- Job Boards
- Public Access
- Many professional societies have job postings (postdoc, faculty) in their members-only section (example: Society for Behavioral Neuroendocrinology)
- Most postdoctoral positions are advertised on the university’s Human Resources website
What to send in your application/letter
Who you are
- Lab you did your graduate work in
- How you know the person (if you have previously met at a conference or through a networking contact)
- When you will/did finish your doctorate degree
- Brief description of your work to date (graduate student, first postdoc)
- Highlight major publications
- Why you are interested in the lab (Be specific!! Show that you have researched the lab and the type of work they do)
- What you can bring to the lab (Again, be specific! Suggest projects you might be able to contribute to, skills you have that could be of use to the lab, etc.)
- Attach CV and PDF’s of (major) publications (Writing an Effective Academic CV)
What to expect?
- Talk about your graduate research (job talk-generally an hour with the PI’s lab as well as other labs in the department)
- Meet with potential postdoc advisor
- Meet with other faculty in the department/university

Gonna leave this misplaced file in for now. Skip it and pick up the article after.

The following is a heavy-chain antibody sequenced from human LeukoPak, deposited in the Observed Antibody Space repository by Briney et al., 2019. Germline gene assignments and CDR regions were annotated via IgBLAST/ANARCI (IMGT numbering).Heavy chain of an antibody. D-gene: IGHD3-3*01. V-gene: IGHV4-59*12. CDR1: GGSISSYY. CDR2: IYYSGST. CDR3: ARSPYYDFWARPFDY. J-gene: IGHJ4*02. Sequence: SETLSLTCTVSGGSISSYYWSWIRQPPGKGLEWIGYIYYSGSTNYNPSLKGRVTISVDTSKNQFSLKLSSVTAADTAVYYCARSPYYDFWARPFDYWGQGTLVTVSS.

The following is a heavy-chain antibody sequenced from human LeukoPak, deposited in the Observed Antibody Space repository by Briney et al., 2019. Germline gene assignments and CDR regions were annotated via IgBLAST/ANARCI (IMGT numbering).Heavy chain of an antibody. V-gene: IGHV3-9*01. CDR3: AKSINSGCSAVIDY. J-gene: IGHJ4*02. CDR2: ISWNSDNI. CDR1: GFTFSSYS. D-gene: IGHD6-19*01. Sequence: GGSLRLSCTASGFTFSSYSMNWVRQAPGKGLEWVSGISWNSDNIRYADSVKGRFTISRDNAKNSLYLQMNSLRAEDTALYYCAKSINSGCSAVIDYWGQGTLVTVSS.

- Meet with graduate students and postdocs currently in the lab
- Tour the university, local area and lab
- Preparing for the interview
- Practice, practice, practice giving your job talk (Job Talk Tips)
- Become familiar with current and past work/papers from the lab you are interviewing at--look at Pubmed or lab’s website
- Think about the type of project you want to work on, what you can bring to the lab, and your expectations from your postdoc
- Think of questions to ask the PI and lab members
- Dress to impress! This is a job interview and business attire is expected
- Questions to ask at the interview:
- For the PI: How will we decide what project I work on? Will I be able to take my research project with me to start my own lab? Will I interact with my PI directly or will they be more hands off? How is the research funding atmosphere for the lab? Will my position be dependent on my finding my own research support?
- For the lab: How big is the lab? What is the environment like in the lab (collaborative, independent)? What have postdocs from the lab gone on to do? How long do postdocs generally stay in the lab? What is the publishing atmosphere like? Is all the equipment and personnel I would need for the kind of work I want to do currently available in the lab?
- For the Institution: What are the benefits like for postdocs? What is the environment like for postdocs (postdoc office/association, professional development opportunities, training opportunities, teaching opportunities)? What is life like at the city/university?
- Follow up after the interview with a thank you e-mail (within 24 hours of the interview)
- Thank the PI for their time. Remember, often they have paid to have you come out to their lab, so even if you aren’t interested in the position, a thank you letter is appropriate. Never burn a bridge with a potential employer or collaborator.
- Tips for Writing a Good Thank You E-mail